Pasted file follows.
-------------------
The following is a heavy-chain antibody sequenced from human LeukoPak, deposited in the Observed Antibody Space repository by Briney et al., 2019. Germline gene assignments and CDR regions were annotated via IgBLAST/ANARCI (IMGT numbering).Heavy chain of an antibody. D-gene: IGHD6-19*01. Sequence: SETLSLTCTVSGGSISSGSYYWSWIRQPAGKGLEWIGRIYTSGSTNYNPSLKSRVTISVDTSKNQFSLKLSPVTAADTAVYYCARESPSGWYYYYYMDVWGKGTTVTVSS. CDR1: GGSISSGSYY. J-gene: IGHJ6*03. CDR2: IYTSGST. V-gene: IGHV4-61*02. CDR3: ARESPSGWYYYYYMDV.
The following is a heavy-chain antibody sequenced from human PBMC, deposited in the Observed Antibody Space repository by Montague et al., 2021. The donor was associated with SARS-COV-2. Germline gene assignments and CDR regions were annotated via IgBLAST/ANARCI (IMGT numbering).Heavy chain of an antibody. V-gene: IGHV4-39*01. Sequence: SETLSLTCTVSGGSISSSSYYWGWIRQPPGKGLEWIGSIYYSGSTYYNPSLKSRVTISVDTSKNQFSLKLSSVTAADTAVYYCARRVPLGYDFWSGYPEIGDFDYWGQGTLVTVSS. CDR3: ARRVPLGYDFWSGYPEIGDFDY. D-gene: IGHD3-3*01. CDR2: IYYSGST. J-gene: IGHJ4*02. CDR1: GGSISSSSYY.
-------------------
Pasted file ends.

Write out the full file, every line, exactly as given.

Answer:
The following is a heavy-chain antibody sequenced from human LeukoPak, deposited in the Observed Antibody Space repository by Briney et al., 2019. Germline gene assignments and CDR regions were annotated via IgBLAST/ANARCI (IMGT numbering).Heavy chain of an antibody. D-gene: IGHD6-19*01. Sequence: SETLSLTCTVSGGSISSGSYYWSWIRQPAGKGLEWIGRIYTSGSTNYNPSLKSRVTISVDTSKNQFSLKLSPVTAADTAVYYCARESPSGWYYYYYMDVWGKGTTVTVSS. CDR1: GGSISSGSYY. J-gene: IGHJ6*03. CDR2: IYTSGST. V-gene: IGHV4-61*02. CDR3: ARESPSGWYYYYYMDV.
The following is a heavy-chain antibody sequenced from human PBMC, deposited in the Observed Antibody Space repository by Montague et al., 2021. The donor was associated with SARS-COV-2. Germline gene assignments and CDR regions were annotated via IgBLAST/ANARCI (IMGT numbering).Heavy chain of an antibody. V-gene: IGHV4-39*01. Sequence: SETLSLTCTVSGGSISSSSYYWGWIRQPPGKGLEWIGSIYYSGSTYYNPSLKSRVTISVDTSKNQFSLKLSSVTAADTAVYYCARRVPLGYDFWSGYPEIGDFDYWGQGTLVTVSS. CDR3: ARRVPLGYDFWSGYPEIGDFDY. D-gene: IGHD3-3*01. CDR2: IYYSGST. J-gene: IGHJ4*02. CDR1: GGSISSSSYY.